Eat to Sleep, Sleep to Eat

What you eat may be associated with how you sleep. In a Swedish EpiHealth cohort study, almost 24,000 adults completed an Internet-based questionnaire that assessed sleep duration and quality in relation to diet. Short sleep duration (defined as less than 6 hours per night) and poor sleep quality were associated with low adherence to either a Mediterranean Diet or Healthy Nordic Food Index eating pattern. In keeping with this finding, Dr. Gupta recommends a list of foods to his patients who struggle with insomnia or are dissatisfied with their sleep quality.

Yet the relationship between food and sleep is complex, as when we eat and sleep is just as important as how. In a study of 169 children aged 6-10 years old, it was found that children who slept and ate on a late schedule were more likely to be obese when compared with children who did both on an early schedule. Specifically, children who ate dinner after 7pm and went to sleep after 8:45pm were more likely to have higher BMIs. Obesity in childhood is linked to obesity later in life, and places a child at greater risk for developing chronic diseases and psychological distress.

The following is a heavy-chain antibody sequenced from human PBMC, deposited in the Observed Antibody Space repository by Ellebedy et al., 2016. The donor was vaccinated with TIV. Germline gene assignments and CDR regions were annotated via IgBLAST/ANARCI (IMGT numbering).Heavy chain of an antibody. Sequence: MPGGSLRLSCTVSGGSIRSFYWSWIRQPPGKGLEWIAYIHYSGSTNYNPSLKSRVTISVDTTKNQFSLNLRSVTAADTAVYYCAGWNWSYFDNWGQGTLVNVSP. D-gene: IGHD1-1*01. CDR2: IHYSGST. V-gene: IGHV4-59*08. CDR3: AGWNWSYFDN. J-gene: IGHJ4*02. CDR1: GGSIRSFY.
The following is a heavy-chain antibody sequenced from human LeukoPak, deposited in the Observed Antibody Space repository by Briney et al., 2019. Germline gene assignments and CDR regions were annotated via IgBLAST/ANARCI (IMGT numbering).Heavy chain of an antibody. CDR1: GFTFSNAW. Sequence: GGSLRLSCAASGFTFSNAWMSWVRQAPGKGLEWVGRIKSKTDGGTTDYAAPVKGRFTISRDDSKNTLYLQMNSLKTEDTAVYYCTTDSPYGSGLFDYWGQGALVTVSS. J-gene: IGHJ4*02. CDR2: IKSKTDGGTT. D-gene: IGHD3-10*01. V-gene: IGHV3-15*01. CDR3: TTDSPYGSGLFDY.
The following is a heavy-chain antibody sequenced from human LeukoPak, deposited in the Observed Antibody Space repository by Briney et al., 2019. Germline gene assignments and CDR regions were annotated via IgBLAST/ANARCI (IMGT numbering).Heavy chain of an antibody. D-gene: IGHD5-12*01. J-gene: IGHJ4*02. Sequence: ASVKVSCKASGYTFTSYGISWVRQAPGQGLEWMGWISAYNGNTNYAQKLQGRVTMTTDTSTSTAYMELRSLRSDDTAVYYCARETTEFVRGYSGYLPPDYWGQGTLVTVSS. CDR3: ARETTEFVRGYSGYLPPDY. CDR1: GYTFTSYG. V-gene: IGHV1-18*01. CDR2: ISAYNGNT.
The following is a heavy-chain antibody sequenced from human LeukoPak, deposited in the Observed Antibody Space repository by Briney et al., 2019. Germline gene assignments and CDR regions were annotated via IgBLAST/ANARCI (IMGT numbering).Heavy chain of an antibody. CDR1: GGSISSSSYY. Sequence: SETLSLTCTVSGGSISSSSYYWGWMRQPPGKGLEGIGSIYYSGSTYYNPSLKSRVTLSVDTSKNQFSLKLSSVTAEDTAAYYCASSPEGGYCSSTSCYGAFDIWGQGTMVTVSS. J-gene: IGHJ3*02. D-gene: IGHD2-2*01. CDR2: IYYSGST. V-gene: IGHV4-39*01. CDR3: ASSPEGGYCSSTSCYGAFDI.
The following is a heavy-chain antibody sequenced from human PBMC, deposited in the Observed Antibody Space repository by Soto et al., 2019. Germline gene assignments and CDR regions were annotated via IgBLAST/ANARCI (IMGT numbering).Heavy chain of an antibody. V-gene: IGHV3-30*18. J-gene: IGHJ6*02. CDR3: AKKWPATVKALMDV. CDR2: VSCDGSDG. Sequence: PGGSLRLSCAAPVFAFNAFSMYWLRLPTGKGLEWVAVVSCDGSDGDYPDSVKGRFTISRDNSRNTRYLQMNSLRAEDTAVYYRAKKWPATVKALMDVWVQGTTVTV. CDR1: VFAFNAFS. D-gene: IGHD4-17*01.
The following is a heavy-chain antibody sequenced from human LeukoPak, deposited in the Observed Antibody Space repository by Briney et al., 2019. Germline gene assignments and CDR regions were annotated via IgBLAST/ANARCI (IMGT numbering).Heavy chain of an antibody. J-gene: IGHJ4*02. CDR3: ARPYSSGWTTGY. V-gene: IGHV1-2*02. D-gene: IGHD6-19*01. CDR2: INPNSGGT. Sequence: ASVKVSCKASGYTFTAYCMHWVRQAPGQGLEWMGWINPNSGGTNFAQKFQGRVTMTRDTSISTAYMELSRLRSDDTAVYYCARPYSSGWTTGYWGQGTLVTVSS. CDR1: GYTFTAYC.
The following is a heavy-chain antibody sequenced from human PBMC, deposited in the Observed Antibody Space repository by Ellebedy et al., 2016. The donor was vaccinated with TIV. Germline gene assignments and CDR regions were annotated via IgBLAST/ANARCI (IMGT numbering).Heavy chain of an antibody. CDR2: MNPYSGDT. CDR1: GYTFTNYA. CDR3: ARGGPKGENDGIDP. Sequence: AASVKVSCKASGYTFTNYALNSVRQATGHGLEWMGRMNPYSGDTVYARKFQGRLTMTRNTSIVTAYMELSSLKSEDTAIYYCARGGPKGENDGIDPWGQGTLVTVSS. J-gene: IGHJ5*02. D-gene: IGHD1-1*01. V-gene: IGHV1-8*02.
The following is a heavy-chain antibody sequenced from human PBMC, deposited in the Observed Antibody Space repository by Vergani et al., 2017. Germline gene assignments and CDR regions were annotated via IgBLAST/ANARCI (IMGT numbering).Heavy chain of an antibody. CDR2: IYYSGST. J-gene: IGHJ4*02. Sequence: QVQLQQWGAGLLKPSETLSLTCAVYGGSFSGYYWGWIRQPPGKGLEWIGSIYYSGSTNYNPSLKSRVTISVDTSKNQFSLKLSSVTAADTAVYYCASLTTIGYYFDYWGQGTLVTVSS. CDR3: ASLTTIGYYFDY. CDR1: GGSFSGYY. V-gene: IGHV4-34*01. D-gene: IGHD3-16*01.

Research has pointed to consistently adequate sleep and a balanced and varied diet as the foundations of long term health. It appears that the relationship between food and sleep is symbiotic; healthy eating may promote quality sleep, and being well rested may make it easier for us to make better food choices. Establishing these healthy behaviors in childhood is important to set ourselves up to live long, healthy and well rested lives.

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